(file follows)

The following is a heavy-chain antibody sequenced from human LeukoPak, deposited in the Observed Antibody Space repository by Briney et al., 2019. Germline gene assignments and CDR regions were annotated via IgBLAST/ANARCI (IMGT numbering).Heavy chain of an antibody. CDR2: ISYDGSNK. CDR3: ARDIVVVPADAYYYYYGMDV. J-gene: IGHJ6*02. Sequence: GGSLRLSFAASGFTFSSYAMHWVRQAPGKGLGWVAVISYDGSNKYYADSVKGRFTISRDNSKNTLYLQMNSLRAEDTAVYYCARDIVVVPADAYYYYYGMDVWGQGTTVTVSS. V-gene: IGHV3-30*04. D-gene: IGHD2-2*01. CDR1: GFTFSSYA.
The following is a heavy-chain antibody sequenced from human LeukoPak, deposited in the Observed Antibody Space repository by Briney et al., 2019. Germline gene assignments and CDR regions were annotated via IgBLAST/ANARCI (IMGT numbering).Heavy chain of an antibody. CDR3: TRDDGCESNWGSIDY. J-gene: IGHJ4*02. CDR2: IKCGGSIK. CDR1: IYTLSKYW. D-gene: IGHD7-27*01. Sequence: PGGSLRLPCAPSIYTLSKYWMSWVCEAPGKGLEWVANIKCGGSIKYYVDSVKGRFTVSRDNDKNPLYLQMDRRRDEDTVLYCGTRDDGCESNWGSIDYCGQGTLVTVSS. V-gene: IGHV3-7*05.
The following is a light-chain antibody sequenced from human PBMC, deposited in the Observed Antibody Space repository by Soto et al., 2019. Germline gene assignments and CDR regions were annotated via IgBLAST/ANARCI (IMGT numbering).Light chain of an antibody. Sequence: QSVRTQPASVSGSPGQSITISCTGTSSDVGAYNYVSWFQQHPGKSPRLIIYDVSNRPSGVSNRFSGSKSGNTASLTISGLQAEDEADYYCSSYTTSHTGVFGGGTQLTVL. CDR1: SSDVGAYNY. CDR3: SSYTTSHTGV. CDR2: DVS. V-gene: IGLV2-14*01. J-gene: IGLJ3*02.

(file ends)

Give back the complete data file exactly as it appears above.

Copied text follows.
The following is a heavy-chain antibody sequenced from human LeukoPak, deposited in the Observed Antibody Space repository by Briney et al., 2019. Germline gene assignments and CDR regions were annotated via IgBLAST/ANARCI (IMGT numbering).Heavy chain of an antibody. CDR2: ISYDGSNK. CDR3: ARDIVVVPADAYYYYYGMDV. J-gene: IGHJ6*02. Sequence: GGSLRLSFAASGFTFSSYAMHWVRQAPGKGLGWVAVISYDGSNKYYADSVKGRFTISRDNSKNTLYLQMNSLRAEDTAVYYCARDIVVVPADAYYYYYGMDVWGQGTTVTVSS. V-gene: IGHV3-30*04. D-gene: IGHD2-2*01. CDR1: GFTFSSYA.
The following is a heavy-chain antibody sequenced from human LeukoPak, deposited in the Observed Antibody Space repository by Briney et al., 2019. Germline gene assignments and CDR regions were annotated via IgBLAST/ANARCI (IMGT numbering).Heavy chain of an antibody. CDR3: TRDDGCESNWGSIDY. J-gene: IGHJ4*02. CDR2: IKCGGSIK. CDR1: IYTLSKYW. D-gene: IGHD7-27*01. Sequence: PGGSLRLPCAPSIYTLSKYWMSWVCEAPGKGLEWVANIKCGGSIKYYVDSVKGRFTVSRDNDKNPLYLQMDRRRDEDTVLYCGTRDDGCESNWGSIDYCGQGTLVTVSS. V-gene: IGHV3-7*05.
The following is a light-chain antibody sequenced from human PBMC, deposited in the Observed Antibody Space repository by Soto et al., 2019. Germline gene assignments and CDR regions were annotated via IgBLAST/ANARCI (IMGT numbering).Light chain of an antibody. Sequence: QSVRTQPASVSGSPGQSITISCTGTSSDVGAYNYVSWFQQHPGKSPRLIIYDVSNRPSGVSNRFSGSKSGNTASLTISGLQAEDEADYYCSSYTTSHTGVFGGGTQLTVL. CDR1: SSDVGAYNY. CDR3: SSYTTSHTGV. CDR2: DVS. V-gene: IGLV2-14*01. J-gene: IGLJ3*02.